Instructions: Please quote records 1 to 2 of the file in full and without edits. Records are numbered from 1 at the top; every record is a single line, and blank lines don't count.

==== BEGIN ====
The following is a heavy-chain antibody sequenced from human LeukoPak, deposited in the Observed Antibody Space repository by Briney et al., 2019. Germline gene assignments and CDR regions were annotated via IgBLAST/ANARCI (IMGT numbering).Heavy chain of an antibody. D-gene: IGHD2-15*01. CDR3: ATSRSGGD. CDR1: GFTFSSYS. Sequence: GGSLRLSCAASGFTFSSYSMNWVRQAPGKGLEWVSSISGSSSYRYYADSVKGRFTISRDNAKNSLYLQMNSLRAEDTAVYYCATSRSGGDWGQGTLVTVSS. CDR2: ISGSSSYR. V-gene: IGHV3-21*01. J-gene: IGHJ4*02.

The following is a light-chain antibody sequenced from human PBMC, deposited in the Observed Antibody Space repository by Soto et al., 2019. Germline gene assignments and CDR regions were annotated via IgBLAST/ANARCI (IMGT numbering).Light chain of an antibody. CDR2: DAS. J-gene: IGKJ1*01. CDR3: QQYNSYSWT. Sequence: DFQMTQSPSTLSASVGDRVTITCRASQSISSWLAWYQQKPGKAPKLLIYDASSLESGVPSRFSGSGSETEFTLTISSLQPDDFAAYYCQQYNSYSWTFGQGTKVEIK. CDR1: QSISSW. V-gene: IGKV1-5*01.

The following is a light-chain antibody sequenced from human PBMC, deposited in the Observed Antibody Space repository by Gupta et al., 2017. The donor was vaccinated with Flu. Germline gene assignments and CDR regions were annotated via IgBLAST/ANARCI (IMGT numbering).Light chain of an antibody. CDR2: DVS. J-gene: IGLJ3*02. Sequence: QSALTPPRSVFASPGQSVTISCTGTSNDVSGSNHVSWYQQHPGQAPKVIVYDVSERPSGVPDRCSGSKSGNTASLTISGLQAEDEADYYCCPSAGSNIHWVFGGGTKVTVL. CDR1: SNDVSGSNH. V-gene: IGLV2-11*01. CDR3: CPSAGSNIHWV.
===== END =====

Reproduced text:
The following is a heavy-chain antibody sequenced from human LeukoPak, deposited in the Observed Antibody Space repository by Briney et al., 2019. Germline gene assignments and CDR regions were annotated via IgBLAST/ANARCI (IMGT numbering).Heavy chain of an antibody. D-gene: IGHD2-15*01. CDR3: ATSRSGGD. CDR1: GFTFSSYS. Sequence: GGSLRLSCAASGFTFSSYSMNWVRQAPGKGLEWVSSISGSSSYRYYADSVKGRFTISRDNAKNSLYLQMNSLRAEDTAVYYCATSRSGGDWGQGTLVTVSS. CDR2: ISGSSSYR. V-gene: IGHV3-21*01. J-gene: IGHJ4*02.

The following is a light-chain antibody sequenced from human PBMC, deposited in the Observed Antibody Space repository by Soto et al., 2019. Germline gene assignments and CDR regions were annotated via IgBLAST/ANARCI (IMGT numbering).Light chain of an antibody. CDR2: DAS. J-gene: IGKJ1*01. CDR3: QQYNSYSWT. Sequence: DFQMTQSPSTLSASVGDRVTITCRASQSISSWLAWYQQKPGKAPKLLIYDASSLESGVPSRFSGSGSETEFTLTISSLQPDDFAAYYCQQYNSYSWTFGQGTKVEIK. CDR1: QSISSW. V-gene: IGKV1-5*01.